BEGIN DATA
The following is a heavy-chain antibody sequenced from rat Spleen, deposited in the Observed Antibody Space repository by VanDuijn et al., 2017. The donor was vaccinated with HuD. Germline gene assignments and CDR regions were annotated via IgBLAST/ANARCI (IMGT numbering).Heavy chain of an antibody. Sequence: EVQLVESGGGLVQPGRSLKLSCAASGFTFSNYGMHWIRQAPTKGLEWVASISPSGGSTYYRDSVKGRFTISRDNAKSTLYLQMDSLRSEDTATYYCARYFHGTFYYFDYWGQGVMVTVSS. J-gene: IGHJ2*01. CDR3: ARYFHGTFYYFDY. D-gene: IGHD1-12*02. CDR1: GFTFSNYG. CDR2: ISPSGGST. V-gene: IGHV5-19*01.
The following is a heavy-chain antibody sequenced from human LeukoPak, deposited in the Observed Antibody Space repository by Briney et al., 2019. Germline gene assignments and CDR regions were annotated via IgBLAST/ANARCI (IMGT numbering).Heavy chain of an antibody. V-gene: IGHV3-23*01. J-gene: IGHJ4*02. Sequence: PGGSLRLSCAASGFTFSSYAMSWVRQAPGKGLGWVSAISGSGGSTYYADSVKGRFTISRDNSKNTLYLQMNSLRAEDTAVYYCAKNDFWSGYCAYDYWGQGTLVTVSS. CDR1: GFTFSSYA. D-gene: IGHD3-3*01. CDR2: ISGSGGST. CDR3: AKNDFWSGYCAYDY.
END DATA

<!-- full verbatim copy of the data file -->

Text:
The following is a heavy-chain antibody sequenced from rat Spleen, deposited in the Observed Antibody Space repository by VanDuijn et al., 2017. The donor was vaccinated with HuD. Germline gene assignments and CDR regions were annotated via IgBLAST/ANARCI (IMGT numbering).Heavy chain of an antibody. Sequence: EVQLVESGGGLVQPGRSLKLSCAASGFTFSNYGMHWIRQAPTKGLEWVASISPSGGSTYYRDSVKGRFTISRDNAKSTLYLQMDSLRSEDTATYYCARYFHGTFYYFDYWGQGVMVTVSS. J-gene: IGHJ2*01. CDR3: ARYFHGTFYYFDY. D-gene: IGHD1-12*02. CDR1: GFTFSNYG. CDR2: ISPSGGST. V-gene: IGHV5-19*01.
The following is a heavy-chain antibody sequenced from human LeukoPak, deposited in the Observed Antibody Space repository by Briney et al., 2019. Germline gene assignments and CDR regions were annotated via IgBLAST/ANARCI (IMGT numbering).Heavy chain of an antibody. V-gene: IGHV3-23*01. J-gene: IGHJ4*02. Sequence: PGGSLRLSCAASGFTFSSYAMSWVRQAPGKGLGWVSAISGSGGSTYYADSVKGRFTISRDNSKNTLYLQMNSLRAEDTAVYYCAKNDFWSGYCAYDYWGQGTLVTVSS. CDR1: GFTFSSYA. D-gene: IGHD3-3*01. CDR2: ISGSGGST. CDR3: AKNDFWSGYCAYDY.